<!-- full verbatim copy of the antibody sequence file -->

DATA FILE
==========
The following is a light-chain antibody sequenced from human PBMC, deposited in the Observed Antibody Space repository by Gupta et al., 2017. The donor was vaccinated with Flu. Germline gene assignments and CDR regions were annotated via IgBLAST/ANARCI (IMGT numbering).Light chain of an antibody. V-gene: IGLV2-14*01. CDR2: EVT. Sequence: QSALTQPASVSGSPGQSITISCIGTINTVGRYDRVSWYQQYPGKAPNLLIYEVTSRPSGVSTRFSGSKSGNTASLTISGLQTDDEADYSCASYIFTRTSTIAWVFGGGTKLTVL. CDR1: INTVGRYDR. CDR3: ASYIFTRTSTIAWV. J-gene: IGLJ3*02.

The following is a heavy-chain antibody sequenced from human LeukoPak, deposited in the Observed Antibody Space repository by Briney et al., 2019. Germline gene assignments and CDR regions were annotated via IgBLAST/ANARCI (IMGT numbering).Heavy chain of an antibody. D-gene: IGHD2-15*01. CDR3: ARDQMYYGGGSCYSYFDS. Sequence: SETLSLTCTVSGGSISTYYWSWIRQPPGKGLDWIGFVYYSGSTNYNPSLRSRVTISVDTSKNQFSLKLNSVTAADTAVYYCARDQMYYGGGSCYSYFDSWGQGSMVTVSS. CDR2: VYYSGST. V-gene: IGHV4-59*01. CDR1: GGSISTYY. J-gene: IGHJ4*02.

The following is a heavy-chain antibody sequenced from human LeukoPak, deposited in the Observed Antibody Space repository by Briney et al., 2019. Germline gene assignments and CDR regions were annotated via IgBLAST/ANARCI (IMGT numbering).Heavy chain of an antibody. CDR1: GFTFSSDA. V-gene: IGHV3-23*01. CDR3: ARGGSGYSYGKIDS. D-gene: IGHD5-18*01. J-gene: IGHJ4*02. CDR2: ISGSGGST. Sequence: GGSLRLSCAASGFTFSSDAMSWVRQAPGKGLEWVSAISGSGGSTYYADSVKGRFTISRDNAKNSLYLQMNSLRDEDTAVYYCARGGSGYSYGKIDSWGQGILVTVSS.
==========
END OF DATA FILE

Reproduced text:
The following is a light-chain antibody sequenced from human PBMC, deposited in the Observed Antibody Space repository by Gupta et al., 2017. The donor was vaccinated with Flu. Germline gene assignments and CDR regions were annotated via IgBLAST/ANARCI (IMGT numbering).Light chain of an antibody. V-gene: IGLV2-14*01. CDR2: EVT. Sequence: QSALTQPASVSGSPGQSITISCIGTINTVGRYDRVSWYQQYPGKAPNLLIYEVTSRPSGVSTRFSGSKSGNTASLTISGLQTDDEADYSCASYIFTRTSTIAWVFGGGTKLTVL. CDR1: INTVGRYDR. CDR3: ASYIFTRTSTIAWV. J-gene: IGLJ3*02.

The following is a heavy-chain antibody sequenced from human LeukoPak, deposited in the Observed Antibody Space repository by Briney et al., 2019. Germline gene assignments and CDR regions were annotated via IgBLAST/ANARCI (IMGT numbering).Heavy chain of an antibody. D-gene: IGHD2-15*01. CDR3: ARDQMYYGGGSCYSYFDS. Sequence: SETLSLTCTVSGGSISTYYWSWIRQPPGKGLDWIGFVYYSGSTNYNPSLRSRVTISVDTSKNQFSLKLNSVTAADTAVYYCARDQMYYGGGSCYSYFDSWGQGSMVTVSS. CDR2: VYYSGST. V-gene: IGHV4-59*01. CDR1: GGSISTYY. J-gene: IGHJ4*02.

The following is a heavy-chain antibody sequenced from human LeukoPak, deposited in the Observed Antibody Space repository by Briney et al., 2019. Germline gene assignments and CDR regions were annotated via IgBLAST/ANARCI (IMGT numbering).Heavy chain of an antibody. CDR1: GFTFSSDA. V-gene: IGHV3-23*01. CDR3: ARGGSGYSYGKIDS. D-gene: IGHD5-18*01. J-gene: IGHJ4*02. CDR2: ISGSGGST. Sequence: GGSLRLSCAASGFTFSSDAMSWVRQAPGKGLEWVSAISGSGGSTYYADSVKGRFTISRDNAKNSLYLQMNSLRDEDTAVYYCARGGSGYSYGKIDSWGQGILVTVSS.